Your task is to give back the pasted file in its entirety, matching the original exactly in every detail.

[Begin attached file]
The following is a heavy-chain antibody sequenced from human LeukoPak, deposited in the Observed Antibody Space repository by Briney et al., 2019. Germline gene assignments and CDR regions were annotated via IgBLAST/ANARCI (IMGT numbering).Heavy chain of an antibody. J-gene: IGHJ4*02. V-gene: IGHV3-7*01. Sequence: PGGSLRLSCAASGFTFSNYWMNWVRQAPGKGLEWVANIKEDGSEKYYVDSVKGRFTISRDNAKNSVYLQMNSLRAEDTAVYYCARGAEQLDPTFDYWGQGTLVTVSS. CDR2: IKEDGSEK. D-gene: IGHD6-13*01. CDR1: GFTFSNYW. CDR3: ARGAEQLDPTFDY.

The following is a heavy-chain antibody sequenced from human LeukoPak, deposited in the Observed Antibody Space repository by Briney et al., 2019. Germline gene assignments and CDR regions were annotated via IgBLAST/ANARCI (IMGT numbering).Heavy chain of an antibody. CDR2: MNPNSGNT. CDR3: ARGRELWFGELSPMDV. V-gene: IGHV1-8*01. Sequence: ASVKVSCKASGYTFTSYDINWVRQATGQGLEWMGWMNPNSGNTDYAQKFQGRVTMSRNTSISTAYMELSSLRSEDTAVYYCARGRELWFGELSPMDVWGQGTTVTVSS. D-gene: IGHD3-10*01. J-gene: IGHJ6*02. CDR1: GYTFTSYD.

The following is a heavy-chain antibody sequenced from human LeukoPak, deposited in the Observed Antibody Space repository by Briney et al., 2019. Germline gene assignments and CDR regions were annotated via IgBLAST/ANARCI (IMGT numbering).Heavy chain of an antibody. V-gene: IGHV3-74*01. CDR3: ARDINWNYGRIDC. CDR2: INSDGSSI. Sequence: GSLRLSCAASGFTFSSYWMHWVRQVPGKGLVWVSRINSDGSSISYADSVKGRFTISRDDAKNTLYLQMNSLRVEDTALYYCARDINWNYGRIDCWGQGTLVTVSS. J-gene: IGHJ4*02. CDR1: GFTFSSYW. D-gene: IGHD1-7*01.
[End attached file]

The following is a heavy-chain antibody sequenced from human LeukoPak, deposited in the Observed Antibody Space repository by Briney et al., 2019. Germline gene assignments and CDR regions were annotated via IgBLAST/ANARCI (IMGT numbering).Heavy chain of an antibody. J-gene: IGHJ4*02. V-gene: IGHV3-7*01. Sequence: PGGSLRLSCAASGFTFSNYWMNWVRQAPGKGLEWVANIKEDGSEKYYVDSVKGRFTISRDNAKNSVYLQMNSLRAEDTAVYYCARGAEQLDPTFDYWGQGTLVTVSS. CDR2: IKEDGSEK. D-gene: IGHD6-13*01. CDR1: GFTFSNYW. CDR3: ARGAEQLDPTFDY.

The following is a heavy-chain antibody sequenced from human LeukoPak, deposited in the Observed Antibody Space repository by Briney et al., 2019. Germline gene assignments and CDR regions were annotated via IgBLAST/ANARCI (IMGT numbering).Heavy chain of an antibody. CDR2: MNPNSGNT. CDR3: ARGRELWFGELSPMDV. V-gene: IGHV1-8*01. Sequence: ASVKVSCKASGYTFTSYDINWVRQATGQGLEWMGWMNPNSGNTDYAQKFQGRVTMSRNTSISTAYMELSSLRSEDTAVYYCARGRELWFGELSPMDVWGQGTTVTVSS. D-gene: IGHD3-10*01. J-gene: IGHJ6*02. CDR1: GYTFTSYD.

The following is a heavy-chain antibody sequenced from human LeukoPak, deposited in the Observed Antibody Space repository by Briney et al., 2019. Germline gene assignments and CDR regions were annotated via IgBLAST/ANARCI (IMGT numbering).Heavy chain of an antibody. V-gene: IGHV3-74*01. CDR3: ARDINWNYGRIDC. CDR2: INSDGSSI. Sequence: GSLRLSCAASGFTFSSYWMHWVRQVPGKGLVWVSRINSDGSSISYADSVKGRFTISRDDAKNTLYLQMNSLRVEDTALYYCARDINWNYGRIDCWGQGTLVTVSS. J-gene: IGHJ4*02. CDR1: GFTFSSYW. D-gene: IGHD1-7*01.